Format

Send to

Choose Destination
See comment in PubMed Commons below
Microb Ecol. 2014 May;67(4):919-30. doi: 10.1007/s00248-014-0377-6. Epub 2014 Feb 20.

Land use type significantly affects microbial gene transcription in soil.

Author information

1
Department of Genomic and Applied Microbiology and Göttingen Genomics Laboratory, Institute of Microbiology and Genetics, Georg-August-University Göttingen, Grisebachstr. 8, 37077, Göttingen, Germany.

Abstract

Soil microorganisms play an essential role in sustaining biogeochemical processes and cycling of nutrients across different land use types. To gain insights into microbial gene transcription in forest and grassland soil, we isolated mRNA from 32 sampling sites. After sequencing of generated complementary DNA (cDNA), a total of 5,824,229 sequences could be further analyzed. We were able to assign nonribosomal cDNA sequences to all three domains of life. A dominance of bacterial sequences, which were affiliated to 25 different phyla, was found. Bacterial groups capable of aromatic compound degradation such as Phenylobacterium and Burkholderia were detected in significantly higher relative abundance in forest soil than in grassland soil. Accordingly, KEGG pathway categories related to degradation of aromatic ring-containing molecules (e.g., benzoate degradation) were identified in high abundance within forest soil-derived metatranscriptomic datasets. The impact of land use type forest on community composition and activity is evidently to a high degree caused by the presence of wood breakdown products. Correspondingly, bacterial groups known to be involved in lignin degradation and containing ligninolytic genes such as Burkholderia, Bradyrhizobium, and Azospirillum exhibited increased transcriptional activity in forest soil. Higher solar radiation in grassland presumably induced increased transcription of photosynthesis-related genes within this land use type. This is in accordance with high abundance of photosynthetic organisms and plant-infecting viruses in grassland.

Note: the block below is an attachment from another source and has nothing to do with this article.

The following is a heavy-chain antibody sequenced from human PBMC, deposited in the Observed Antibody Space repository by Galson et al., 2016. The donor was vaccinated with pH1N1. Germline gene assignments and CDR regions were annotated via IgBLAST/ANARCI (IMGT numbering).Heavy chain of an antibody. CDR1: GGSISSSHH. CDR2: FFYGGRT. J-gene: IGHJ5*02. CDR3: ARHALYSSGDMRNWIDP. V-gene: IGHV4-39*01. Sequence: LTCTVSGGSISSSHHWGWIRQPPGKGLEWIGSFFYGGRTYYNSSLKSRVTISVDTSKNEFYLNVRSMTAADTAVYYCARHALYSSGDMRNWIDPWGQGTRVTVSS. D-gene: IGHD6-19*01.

PMID:
24553913
DOI:
10.1007/s00248-014-0377-6
[Indexed for MEDLINE]
PubMed Commons home

PubMed Commons

0 comments
How to join PubMed Commons

    Supplemental Content

    Full text links

    Icon for Springer
    Loading ...
    Support Center